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Domestic abuse and migrant communities

4 Nov 2019 11:00AM

The University of Suffolk is taking part in this year’s Economic and Social Research Council’s Festival of Social Science by hosting an event on domestic abuse and migrant communities.

The event, entitled Safety Nets Re-imagined, is the third event for the Domestic Abuse Research Network, which launched in June this year. The Network aims to provide a community to share good practice.

Safety Nets Re-imagined will address questions such as what does a ‘safety net’ mean? What role do language and culture play in support and how might we create culturally responsive services to meet the needs of migrant victims? Using different art forms and co-produced with migrant women, the Network will present migrant women’s journeys to safety based on accounts from victims/ survivors and professionals.

Dr Olumide Adisa, Research Fellow and Interim Head of Centre for Abuse Research at the University of Suffolk said, “As part of the ESRC Festival of Social Science, this co-produced event aims to educate, inform and foster conversations. The event brings together available academic evidence, experiential evidence, and survivors’ artistic expressions to raise awareness of domestic abuse in migrant communities. It draws attention to the reality that the experiences of migrant victims/survivors are qualitatively different. For instance, previous research by organisations such as the Step Up Migrant Women Coalition showed that an insecure legal status is often a tool of control used by abusers and to threaten them with deportation.” 

“Additionally, when migrant women ask for help at crisis point, and are assessed by statutory agencies as likely to be ‘no recourse to public funds (NRPF)’ and at a high risk of domestic abuse, they are often not able to access mainstream refuge immediately because specialist advice may be required to establish their rights to reside in the UK. While men can also be victims of domestic abuse, women and children are the most impacted by domestic abuse.”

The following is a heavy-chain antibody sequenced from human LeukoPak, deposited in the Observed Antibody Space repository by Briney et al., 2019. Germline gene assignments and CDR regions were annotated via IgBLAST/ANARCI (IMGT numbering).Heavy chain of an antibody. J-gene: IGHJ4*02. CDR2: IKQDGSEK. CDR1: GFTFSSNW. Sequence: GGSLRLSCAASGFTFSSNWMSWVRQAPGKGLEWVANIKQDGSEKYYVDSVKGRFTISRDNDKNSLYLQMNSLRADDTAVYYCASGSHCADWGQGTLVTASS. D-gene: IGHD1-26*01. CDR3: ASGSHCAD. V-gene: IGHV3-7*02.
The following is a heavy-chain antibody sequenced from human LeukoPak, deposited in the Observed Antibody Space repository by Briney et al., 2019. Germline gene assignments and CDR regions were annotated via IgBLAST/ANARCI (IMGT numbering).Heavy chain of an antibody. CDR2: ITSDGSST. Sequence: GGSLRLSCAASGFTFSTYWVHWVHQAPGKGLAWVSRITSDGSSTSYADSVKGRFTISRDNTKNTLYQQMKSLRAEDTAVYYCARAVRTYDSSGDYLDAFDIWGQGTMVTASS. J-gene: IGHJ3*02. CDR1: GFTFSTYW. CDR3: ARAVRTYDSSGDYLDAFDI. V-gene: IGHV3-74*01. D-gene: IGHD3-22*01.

“As part of the commissioned evaluation of a local response to this gap in provision, called Project Safety Net+ (PSN+), my research included gathering accounts of survivor’s experiences. Findings from 10 interviews with migrant women suggest that migrant victims are in a vulnerable and isolated position. They fear asking for help, and in some cases, they are unable to ask for help due to language barriers and having no access to money.”

“Sadly, this area of work remains under-researched as demonstrated by findings from the literature review evidence brief published this week on the effectiveness of interventions for migrant victims by the Centre for Abuse Research at the Suffolk Institute for Social and Economic Research at the University.”

Speakers for the panel event will include representatives from Step Up Migrant Women Coalition, Latin American Women’s Right Service, Leeway, People from Abroad Team (Norfolk County Council), Norfolk Community Law Service, Southall Black Sisters, and GYROS.

Janaya Walker from Southall Black Sisters said, “We are looking forward to participating in the panel discussion on migrant women and domestic abuse. In the context of sweeping cuts to legal aid, welfare and specialist services and the hostile immigration climate, we are concerned that migrant women will be further excluded from protection and justice.”

Jane Basham, CEO of Norfolk Community Law Service, said, “Having no recourse to public funds means women and children are trapped in a cycle of violence and destitution. For many their right to live in the UK is tied to their abusive spouse. The early and urgent specialist free legal advice we are able provide is quite literally a safety net. Providing women with options, including securing the right to remain in the UK, means they and their children are able to access housing and other forms of support. It enables them to escape violence and gives them the breathing space they need to plan a future free from abuse.” 

Inese Brencane from GYROS added, ‘’GYROS are proud to be involved in this showcase and panel event working in partnership with the University of Suffolk to raise awareness of this key issue of support and safety for women who are victims of domestic abuse who cannot access refuge due to ‘no recourse to public funds’ status- safety should not be something that is linked to immigration status’’.

The evening, which has been supported by the organisation Language Acts and Worldmaking, will include artwork by local artist Lois Cordelia who has created artwork and a video based on the concept of "Safety nets".  Lois said, "I wanted to create a piece that was visually beautiful and eye-catching, despite the challenging themes that inspired it. My hope is that it will play some part in helping to raise awareness of domestic abuse in migrant communities, as part of this pioneering project of the Domestic Abuse Research Network hosted by the University of Suffolk."

Contributions will also come from women working with GYROS in Great Yarmouth and Leeway in Norfolk and Suffolk.

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University of Suffolk Press Office
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